WHO Says Mix and Match Strategy to Be a Dangerous Trend


WHO Chief Swaminathan says that mixing and matching of covid vaccines is a dangerous trend

The onset of the coronavirus pandemic led to many companies using their technology and resources to come out with proper cures to end the virus. And though the virus seems to keep multiplying and taking the shape of different variants, these manufacturers have made sure that they keep launching more refined versions of their vaccines. There seems to be just one problem: the daily rise in covid patients, which results in a shortage of vaccines. To solve this problem, many manufactures came out with mixing and matching vaccines.

‘Mixing and Matching’ an excellent ploy to tackle COVID?

Mixing and matching vaccines refer to using two different vaccines for two different dosages, which other companies are manufacturing. The mix and match are done due to a lack of vaccinations or certain vaccines not being available in a particular area. There can be various reasons, and it may even seem like a good idea because both the vaccinations are being made for the same thing – creating antibodies to fight coronavirus. But the recent statement by WHO criticizes the use of such techniques by local people according to their wishes.

In an online briefing, the World Health Organization Chief Dr Soumya Swaminathan said, “It will be a chaotic situation in countries if citizen starts deciding when and who will be taking a second and third and a fourth dose.” Dr Swaminathan clarified that more mixing and matching data on health impact would be required before making it a standard practice against the fight of the deadly virus around the world.

Later on, Tuesday, WHO clarified Dr Swaminathan’s statement that they already have some data available concerning mixing and matching covid-19 vaccines, and more data will soon be available to them. The Strategic Advisory Group of Experts of WHO in June has given the signal to use Pfizer vaccine in place of AstraZeneca as the second dose only if it is not available. In the developments relating to matters of mix and match, Dr Angela Rasmussen, the research scientist and virologist at the University of Saskatchewan’s Vaccine and Infectious Disease Organization (VIDO), recently made headlines.

Dr Angela gets two different vaccine jabs.

Dr Angela tweeted about how she had taken two different doses from different manufacturers. She got Johnson and Johnson’s shot in April and went on to take a second dose of Pfizer’s. She even advised people in lower vaccination zones to do the same after talking to their doctors. It is essential to mention here that Johnson and Johnson’s vaccine is only of a single dose. Infectious disease experts discuss whether the people who received a single dose of Johnson and Johnson should be given another dose of Pfizer or Moderna Inc vaccines which are said to have more effective to work against the virus.

Mixing and Matching of Vaccines: An ongoing study

The University of Oxford was working on the mixing of the AstraZeneca and Pfizer vaccines. Recently they also included Moderna and Novavax Inc vaccines under their mix and match project. The study aims to evaluate whether a mix and match approach, also referred to as heterologous prime-boost vaccination, is as good as the standard take of the vaccination process. The Coalition for Epidemic Preparedness Innovation (CPEI) has decided to fund this project of Oxford, for which it will be providing US$ 7.1 million. In addition to this, UK Government has also financed the project with US$ 3 million. “Data from the mix and match studies of different vaccines are awaited – immunogenicity and safety both needed to be evaluated”, said WHO in a statement.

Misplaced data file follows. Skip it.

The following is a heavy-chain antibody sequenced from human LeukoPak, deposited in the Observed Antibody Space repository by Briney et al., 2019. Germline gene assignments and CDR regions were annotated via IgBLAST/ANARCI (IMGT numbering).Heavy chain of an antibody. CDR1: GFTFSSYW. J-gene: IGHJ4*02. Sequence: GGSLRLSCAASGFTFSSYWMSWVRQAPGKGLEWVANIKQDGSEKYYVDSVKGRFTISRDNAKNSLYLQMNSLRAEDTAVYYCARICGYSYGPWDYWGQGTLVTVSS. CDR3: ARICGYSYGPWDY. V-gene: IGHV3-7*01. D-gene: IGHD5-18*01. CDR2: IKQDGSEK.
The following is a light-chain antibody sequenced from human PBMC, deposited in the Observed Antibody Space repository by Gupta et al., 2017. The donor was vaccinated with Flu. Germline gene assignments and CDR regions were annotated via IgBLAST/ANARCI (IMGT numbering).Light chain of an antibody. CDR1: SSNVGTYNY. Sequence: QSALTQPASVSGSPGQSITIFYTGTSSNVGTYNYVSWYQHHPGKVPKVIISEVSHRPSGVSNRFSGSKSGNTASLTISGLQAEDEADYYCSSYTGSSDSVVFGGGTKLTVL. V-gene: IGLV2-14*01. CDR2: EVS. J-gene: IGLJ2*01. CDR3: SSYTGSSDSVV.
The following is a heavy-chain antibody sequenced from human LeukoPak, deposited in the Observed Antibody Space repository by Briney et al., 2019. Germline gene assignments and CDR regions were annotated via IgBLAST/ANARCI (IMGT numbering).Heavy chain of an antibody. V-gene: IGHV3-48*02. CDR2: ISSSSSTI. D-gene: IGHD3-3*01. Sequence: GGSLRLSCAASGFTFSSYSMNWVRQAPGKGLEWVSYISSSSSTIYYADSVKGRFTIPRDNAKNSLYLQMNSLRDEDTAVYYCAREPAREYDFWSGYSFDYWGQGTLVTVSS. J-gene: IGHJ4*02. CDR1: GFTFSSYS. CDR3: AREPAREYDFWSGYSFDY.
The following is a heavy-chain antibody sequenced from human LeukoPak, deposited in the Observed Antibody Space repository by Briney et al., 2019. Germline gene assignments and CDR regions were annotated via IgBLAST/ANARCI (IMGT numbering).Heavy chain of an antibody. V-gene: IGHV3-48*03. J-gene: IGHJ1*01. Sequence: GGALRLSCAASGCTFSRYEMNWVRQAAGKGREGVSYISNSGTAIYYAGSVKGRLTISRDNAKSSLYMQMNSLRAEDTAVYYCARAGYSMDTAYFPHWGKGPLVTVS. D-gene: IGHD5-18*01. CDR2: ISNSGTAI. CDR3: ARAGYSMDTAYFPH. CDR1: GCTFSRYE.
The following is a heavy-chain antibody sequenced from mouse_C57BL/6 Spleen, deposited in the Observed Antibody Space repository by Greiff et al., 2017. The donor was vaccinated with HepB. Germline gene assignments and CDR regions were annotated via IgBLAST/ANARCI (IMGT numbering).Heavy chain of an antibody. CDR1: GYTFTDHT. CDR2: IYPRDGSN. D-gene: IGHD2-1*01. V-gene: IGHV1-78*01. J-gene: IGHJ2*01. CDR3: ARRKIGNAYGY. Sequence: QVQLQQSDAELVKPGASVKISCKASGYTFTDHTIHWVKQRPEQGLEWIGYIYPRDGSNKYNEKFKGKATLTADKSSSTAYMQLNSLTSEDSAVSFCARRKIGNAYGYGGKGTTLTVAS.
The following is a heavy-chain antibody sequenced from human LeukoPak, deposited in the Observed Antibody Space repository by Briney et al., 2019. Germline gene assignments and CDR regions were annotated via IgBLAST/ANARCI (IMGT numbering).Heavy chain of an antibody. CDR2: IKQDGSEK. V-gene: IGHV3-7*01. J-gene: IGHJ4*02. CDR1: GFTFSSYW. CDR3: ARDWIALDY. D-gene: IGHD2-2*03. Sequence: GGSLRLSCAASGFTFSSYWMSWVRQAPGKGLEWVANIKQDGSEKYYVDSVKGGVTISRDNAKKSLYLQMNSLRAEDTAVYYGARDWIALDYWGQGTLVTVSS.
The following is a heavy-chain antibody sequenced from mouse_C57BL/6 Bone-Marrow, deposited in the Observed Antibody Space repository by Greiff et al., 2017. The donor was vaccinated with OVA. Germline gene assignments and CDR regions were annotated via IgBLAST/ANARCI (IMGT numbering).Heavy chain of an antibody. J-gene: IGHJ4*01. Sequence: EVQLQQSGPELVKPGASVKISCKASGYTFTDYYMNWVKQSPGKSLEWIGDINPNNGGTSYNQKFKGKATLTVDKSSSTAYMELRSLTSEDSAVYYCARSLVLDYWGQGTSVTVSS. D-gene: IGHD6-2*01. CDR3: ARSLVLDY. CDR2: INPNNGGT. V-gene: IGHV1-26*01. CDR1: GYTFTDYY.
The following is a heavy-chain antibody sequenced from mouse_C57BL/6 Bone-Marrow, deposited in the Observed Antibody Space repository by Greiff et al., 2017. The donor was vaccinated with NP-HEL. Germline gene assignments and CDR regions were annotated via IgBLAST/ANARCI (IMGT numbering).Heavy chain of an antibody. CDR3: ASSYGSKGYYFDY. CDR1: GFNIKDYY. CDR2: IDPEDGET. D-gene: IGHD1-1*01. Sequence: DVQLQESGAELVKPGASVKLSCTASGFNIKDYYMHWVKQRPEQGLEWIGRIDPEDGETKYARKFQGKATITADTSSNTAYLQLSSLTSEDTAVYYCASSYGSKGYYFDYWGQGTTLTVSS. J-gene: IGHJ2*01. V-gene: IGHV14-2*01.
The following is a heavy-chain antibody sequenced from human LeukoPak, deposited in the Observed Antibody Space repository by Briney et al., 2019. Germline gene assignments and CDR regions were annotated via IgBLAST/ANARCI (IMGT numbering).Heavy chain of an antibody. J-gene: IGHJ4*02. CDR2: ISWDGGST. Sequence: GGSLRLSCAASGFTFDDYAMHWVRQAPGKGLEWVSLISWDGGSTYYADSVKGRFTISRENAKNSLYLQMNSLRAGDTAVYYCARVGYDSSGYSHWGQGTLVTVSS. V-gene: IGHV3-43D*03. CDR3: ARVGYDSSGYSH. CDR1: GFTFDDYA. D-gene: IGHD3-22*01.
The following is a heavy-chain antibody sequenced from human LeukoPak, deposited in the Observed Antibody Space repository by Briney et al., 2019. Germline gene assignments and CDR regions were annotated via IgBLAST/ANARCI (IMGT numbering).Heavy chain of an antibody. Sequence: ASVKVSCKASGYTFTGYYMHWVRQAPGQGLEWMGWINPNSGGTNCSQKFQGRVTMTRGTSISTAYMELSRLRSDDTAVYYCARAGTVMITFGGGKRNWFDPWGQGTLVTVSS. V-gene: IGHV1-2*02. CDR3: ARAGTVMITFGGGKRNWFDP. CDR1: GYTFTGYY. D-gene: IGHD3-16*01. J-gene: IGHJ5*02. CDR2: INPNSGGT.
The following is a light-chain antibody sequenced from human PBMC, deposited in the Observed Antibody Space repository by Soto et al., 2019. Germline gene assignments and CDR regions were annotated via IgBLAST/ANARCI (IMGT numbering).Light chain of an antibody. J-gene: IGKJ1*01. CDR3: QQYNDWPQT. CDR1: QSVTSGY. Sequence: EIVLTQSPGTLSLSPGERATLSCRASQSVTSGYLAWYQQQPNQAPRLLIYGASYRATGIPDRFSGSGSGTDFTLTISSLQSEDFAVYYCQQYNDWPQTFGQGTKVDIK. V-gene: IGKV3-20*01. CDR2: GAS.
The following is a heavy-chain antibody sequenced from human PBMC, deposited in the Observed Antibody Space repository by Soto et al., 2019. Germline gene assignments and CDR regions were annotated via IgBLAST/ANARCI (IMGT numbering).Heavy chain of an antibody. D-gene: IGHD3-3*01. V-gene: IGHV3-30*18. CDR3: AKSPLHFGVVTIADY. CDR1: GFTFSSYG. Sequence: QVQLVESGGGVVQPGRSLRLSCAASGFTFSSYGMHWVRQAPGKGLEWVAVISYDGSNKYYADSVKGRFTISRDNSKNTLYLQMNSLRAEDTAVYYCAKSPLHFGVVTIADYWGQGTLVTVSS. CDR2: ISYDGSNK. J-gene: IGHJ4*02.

Since WHO permitted the use of the Pfizer vaccine as a second dose to AstraZeneca due to its unavailability, several European countries had already started to give mRNA vaccine as a second dose to people who received AstraZeneca. These countries include Denmark, Sweden, Spain, Germany, Finland, France and Norway. “There’s no reason to believe that there should be a problem, but you just never know sometimes”, said Alberto Martin, a professor of immunology at the University of Toronto.

A Dangerous Trend?

A new statement from WHO Chief suggests it to be a dangerous trend has come as a blow to countries way deep into using the mix and match techniques. The health experts have already warned that though the preliminary reports sound promising, there are still many unanswered questions. Further information and studies will only tell the future of the mix and match method -whether it should be used in future or banned altogether.

Punita Sinha
Punita Sinha
Hi curious minds, my name is Punita Sinha. I'm pursuing an undergraduate degree in Economics Hons. from the University of Delhi (final year) with a minor in journalism. I consider myself an avid learner and observer. Writing has always been my passion whether it's prose, poetry or articles. And I think that to be the reason for my attraction towards journalism ever since my childhood. Journalism for me is something that can bring a big difference in society through words and as a writer, I believe in the power of words more than anything. So here I'm to use this opportunity and make a change by using this power.



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